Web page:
Plants will put themselves where they want to go. Years ago I tried the little hoop petticoat daffodil, Narcissus bulbocodium, in the bottom lawn, but I never got more than a couple of flowers. Maybe it was too dry, or perhaps the grass was too rank, but they just didn't take. In 2015 I tried again, and ordered fifty bulbs of the named variety 'Golden Bells', which were started off in pots and planted out once they were in leaf. You should learn from your mistakes in gardening, and not keep killing the same plant in the same way repeatedly, but my general rule is to allow myself up to three goes, as long as the idea is not clearly bonkers. The bottom lawn is dampish, and hoop petticoat daffodils seemed sufficiently within the bounds of possibility for it to be worth investing a further £9.50 on bulbs plus my time and the compost in trying to make the idea a reality.
They didn't produce much of a display last year, and I was beginning to think that this was really not going to work. This year as winter wore on I peered at the bottom lawn, trying to decide whether any of the tufts of green foliage were daffodil leaves and not just grass. A couple of flowers appeared, and then more, until there was quite a dense little patch. The lawn is damper in some places than others, and when I planted them I concentrated on the naturally moister parts and ignored the dry uplands to one side, but I set them out across a wider area than is now flowering. Still, in their small chosen patch they seem perfectly happy. It is a precarious existence, since the water table is not stable and they could easily find themselves too dry or too wet in a year or two, but for now they have found their niche.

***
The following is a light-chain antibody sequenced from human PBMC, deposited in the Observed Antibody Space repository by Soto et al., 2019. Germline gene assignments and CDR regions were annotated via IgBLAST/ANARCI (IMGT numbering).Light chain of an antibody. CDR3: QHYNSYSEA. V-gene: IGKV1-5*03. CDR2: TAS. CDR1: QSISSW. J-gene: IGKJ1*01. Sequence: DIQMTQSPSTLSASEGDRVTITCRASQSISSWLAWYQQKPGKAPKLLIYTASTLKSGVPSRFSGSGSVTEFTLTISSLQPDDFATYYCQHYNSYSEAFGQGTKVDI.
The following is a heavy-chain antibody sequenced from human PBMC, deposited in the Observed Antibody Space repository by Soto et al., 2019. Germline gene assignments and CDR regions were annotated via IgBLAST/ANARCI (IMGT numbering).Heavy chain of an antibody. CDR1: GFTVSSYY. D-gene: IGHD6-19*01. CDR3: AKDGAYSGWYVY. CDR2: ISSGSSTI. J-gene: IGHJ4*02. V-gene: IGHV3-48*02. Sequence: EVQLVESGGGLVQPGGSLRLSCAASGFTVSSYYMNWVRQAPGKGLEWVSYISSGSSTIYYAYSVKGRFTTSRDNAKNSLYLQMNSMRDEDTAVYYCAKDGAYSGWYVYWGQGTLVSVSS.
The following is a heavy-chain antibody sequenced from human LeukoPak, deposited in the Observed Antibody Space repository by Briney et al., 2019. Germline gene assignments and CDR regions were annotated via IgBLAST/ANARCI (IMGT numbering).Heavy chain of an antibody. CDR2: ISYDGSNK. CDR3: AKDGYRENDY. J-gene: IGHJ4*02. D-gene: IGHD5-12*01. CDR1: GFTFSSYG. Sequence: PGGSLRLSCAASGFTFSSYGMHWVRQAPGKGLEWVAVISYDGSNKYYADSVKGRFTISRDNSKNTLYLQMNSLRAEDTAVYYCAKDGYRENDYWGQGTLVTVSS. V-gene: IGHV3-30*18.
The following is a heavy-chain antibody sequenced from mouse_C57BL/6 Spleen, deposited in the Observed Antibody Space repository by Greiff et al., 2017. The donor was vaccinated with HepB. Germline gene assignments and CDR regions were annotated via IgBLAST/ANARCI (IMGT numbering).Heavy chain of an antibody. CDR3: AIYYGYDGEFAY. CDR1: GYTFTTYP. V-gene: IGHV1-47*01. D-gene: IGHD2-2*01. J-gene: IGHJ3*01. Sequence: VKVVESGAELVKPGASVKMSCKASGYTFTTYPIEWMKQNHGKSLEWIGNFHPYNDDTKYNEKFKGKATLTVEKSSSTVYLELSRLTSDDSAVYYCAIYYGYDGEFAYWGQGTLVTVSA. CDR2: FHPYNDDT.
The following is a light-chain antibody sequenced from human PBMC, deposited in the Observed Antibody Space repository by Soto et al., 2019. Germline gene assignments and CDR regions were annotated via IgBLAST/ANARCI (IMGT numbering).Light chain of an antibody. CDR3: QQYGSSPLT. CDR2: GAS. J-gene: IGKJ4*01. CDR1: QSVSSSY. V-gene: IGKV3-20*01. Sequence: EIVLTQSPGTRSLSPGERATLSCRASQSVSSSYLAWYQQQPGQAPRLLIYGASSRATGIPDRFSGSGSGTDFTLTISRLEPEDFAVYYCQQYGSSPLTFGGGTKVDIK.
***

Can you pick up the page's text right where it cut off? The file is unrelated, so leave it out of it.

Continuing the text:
At the opposite end of the garden tiny violets are spreading rampantly across the gravel. I didn't plant them there, indeed, I didn't plant them deliberately at all. They came in as stowaways on a pot of something from my parents' garden in Devon, which was planted in a nearby border. I've forgotten what, and whatever it was it died years ago, but the violets live on. I think of them as plants of lanes and shady banks and did not initially want them in the gravel, which I thought of as a place for spiky plants and hot, exotic colours, but the violets do not care what I think. They like baking gravel and are going to live there, and after a while I grasped that it was easier to adjust my ideas to fit reality than to keep weeding the poor violets out or transplant them back into the border under a crab apple tree where I thought they ought to be.
The gravel is acting as a seed bed to primroses as well, but they will be moved once they are big enough since I want to use them up in the meadow, where the existing ones are flourishing (and will be split once they have finished flowering) but I want lots, lots more.
Now that rabbits are not grazing the front garden there are numerous fine, thread like bulb seedlings springing up in the gravel. At the moment they are too small for me to have any idea what sort of bulbs they are, but there are fritillaries there, and scilla, and autumn flowering crocus, and I should be very happy to have more of any of them.